Farm bill holds key to algae solution
The death of three dogs after contact with Marion Reservoir water (July 11 issue) may be linked to an algae bloom after all of the evidence is examined.
But the event once again reminds us the problem of water quality still exists with siltation and nitrogen/phosphorus loading.
This season’s heavier than usual rainfall in the watersheds that feed runoff water to Marion Reservoir has likely carried silt laden with fertilizer residues in even larger amounts than in normal rainfall years.
For the past two years many grassroots groups have pushed for reform in the writing of the 2007 farm bill to move payments to farmers from production-based commodity subsidies to conservation programs that reward farmers for conserving soil and using practices that keep fertilizers and chemicals on the fields rather than in the lakes and streams.
The Congress seems headed toward a continuation of the commodity subsidies programs of the past five years that have concentrated 80 percent of the payments into the 10 percent largest farming units.
In the “markup” of the 2007 farm bill the Conservation Security Program has almost been completely gutted of funding. CSP was in the 2002 Farm Bill, though never adequately funded, would reward farmers proportionally for the adoption of best management practices (BMPs) to conserve soil and mitigate the environmental damage from runoff.
BMPs include but are not limited to: planting and maintaining filter strips, fencing off creek banks, adopting no-till farming techniques, tree planting, organic farming and grassland establishment.
I believe an approach like CSP in the watersheds feeding Marion Reservoir is a way we can have real progress in dealing with the problem of siltation and degraded water quality.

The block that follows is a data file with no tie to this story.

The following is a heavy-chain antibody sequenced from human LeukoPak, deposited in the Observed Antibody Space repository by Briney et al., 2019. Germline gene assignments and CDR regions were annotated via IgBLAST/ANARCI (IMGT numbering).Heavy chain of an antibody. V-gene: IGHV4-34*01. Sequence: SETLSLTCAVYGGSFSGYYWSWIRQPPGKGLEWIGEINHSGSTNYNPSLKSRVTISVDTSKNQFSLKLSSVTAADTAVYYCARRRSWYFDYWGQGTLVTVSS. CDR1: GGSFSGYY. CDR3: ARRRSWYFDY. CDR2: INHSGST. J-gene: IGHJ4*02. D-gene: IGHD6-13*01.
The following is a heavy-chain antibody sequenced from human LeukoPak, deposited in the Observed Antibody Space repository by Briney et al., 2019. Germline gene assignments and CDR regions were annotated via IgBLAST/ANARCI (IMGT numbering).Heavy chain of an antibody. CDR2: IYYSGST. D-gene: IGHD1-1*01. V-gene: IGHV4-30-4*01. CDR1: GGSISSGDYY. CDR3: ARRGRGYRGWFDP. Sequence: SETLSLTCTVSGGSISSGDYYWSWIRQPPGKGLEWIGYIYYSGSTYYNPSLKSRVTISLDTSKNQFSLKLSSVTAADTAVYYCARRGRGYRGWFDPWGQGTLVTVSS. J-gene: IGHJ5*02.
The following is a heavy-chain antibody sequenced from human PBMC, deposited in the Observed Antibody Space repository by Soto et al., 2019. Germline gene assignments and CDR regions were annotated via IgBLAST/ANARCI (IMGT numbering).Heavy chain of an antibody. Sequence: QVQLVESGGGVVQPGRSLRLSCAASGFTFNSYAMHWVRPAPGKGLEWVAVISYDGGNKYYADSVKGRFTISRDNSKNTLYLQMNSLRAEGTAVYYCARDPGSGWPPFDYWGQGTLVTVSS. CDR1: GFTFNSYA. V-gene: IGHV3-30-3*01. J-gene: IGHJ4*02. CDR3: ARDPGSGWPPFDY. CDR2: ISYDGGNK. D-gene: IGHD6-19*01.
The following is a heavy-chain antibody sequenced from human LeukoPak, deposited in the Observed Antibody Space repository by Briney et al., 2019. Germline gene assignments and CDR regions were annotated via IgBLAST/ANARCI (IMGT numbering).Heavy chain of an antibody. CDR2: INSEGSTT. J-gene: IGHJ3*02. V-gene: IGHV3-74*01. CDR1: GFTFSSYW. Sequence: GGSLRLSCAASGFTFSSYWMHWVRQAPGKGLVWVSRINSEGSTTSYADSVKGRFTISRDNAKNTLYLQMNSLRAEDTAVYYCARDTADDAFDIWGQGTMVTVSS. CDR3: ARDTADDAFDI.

The adoption of BMPs will not result in overnight success but may take 10 or 20 years to show tangible results. The support to farmers to adopt the practices will not be cheap and, because it ultimately will benefit all who use the lake and water, the cost should be borne by tax dollars.
In the past 10 years nearly $80 million has come to Marion County via farm programs. We do not need more money but rather a redirection of the funds we have had.
Powerful interest groups representing the big four commodities (cotton, rice, corn and soybeans) have lobbied hard to keep the subsidies in place in the 2007 farm bill. Reading Congressman Moran’s defense of the 2007 farm bill, as proposed, in last week’s Free Press would indicate money and influence well spent.
It is late but maybe not too late to call or write Congressman Moran, Sen. Roberts and Sen. Brownback and appeal to them to take another look at providing full funding to CSP to better serve the rural communities of Kansas they were elected to represent.
Harry E. Bennett